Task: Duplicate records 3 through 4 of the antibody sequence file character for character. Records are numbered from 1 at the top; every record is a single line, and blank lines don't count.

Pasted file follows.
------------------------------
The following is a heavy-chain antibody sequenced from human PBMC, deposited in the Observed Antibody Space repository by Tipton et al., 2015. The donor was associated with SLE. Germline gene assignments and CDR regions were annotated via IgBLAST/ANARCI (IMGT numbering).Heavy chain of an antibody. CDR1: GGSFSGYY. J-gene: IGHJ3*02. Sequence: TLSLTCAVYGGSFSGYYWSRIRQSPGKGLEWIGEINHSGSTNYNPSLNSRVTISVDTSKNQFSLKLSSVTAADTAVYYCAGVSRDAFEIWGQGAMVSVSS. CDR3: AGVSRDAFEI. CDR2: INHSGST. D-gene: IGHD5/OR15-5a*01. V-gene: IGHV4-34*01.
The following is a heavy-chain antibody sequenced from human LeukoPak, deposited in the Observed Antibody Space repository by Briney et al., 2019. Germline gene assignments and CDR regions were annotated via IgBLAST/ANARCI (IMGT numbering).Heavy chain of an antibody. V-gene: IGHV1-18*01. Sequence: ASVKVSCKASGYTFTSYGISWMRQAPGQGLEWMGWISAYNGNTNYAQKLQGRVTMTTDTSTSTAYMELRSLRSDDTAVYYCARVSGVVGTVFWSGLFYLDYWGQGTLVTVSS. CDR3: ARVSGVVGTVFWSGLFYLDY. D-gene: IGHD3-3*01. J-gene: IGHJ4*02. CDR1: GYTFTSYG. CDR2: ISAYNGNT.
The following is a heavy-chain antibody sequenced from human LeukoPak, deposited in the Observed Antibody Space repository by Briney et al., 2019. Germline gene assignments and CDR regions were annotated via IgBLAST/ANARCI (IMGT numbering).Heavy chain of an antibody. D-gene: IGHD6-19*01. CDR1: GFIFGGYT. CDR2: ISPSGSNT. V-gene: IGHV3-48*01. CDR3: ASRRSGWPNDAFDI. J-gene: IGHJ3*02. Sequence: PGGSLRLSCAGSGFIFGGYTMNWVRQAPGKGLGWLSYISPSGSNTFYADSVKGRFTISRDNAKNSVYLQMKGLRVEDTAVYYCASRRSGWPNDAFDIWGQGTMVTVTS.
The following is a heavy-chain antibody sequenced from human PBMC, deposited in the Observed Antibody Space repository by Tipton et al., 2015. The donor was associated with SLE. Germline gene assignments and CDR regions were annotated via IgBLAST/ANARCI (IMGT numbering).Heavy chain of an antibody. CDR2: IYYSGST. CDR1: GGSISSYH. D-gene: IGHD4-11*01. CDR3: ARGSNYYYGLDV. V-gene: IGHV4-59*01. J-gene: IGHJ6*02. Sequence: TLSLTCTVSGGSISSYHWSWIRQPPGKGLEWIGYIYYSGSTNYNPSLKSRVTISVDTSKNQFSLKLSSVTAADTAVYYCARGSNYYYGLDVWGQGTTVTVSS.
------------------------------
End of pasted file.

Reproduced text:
The following is a heavy-chain antibody sequenced from human LeukoPak, deposited in the Observed Antibody Space repository by Briney et al., 2019. Germline gene assignments and CDR regions were annotated via IgBLAST/ANARCI (IMGT numbering).Heavy chain of an antibody. D-gene: IGHD6-19*01. CDR1: GFIFGGYT. CDR2: ISPSGSNT. V-gene: IGHV3-48*01. CDR3: ASRRSGWPNDAFDI. J-gene: IGHJ3*02. Sequence: PGGSLRLSCAGSGFIFGGYTMNWVRQAPGKGLGWLSYISPSGSNTFYADSVKGRFTISRDNAKNSVYLQMKGLRVEDTAVYYCASRRSGWPNDAFDIWGQGTMVTVTS.
The following is a heavy-chain antibody sequenced from human PBMC, deposited in the Observed Antibody Space repository by Tipton et al., 2015. The donor was associated with SLE. Germline gene assignments and CDR regions were annotated via IgBLAST/ANARCI (IMGT numbering).Heavy chain of an antibody. CDR2: IYYSGST. CDR1: GGSISSYH. D-gene: IGHD4-11*01. CDR3: ARGSNYYYGLDV. V-gene: IGHV4-59*01. J-gene: IGHJ6*02. Sequence: TLSLTCTVSGGSISSYHWSWIRQPPGKGLEWIGYIYYSGSTNYNPSLKSRVTISVDTSKNQFSLKLSSVTAADTAVYYCARGSNYYYGLDVWGQGTTVTVSS.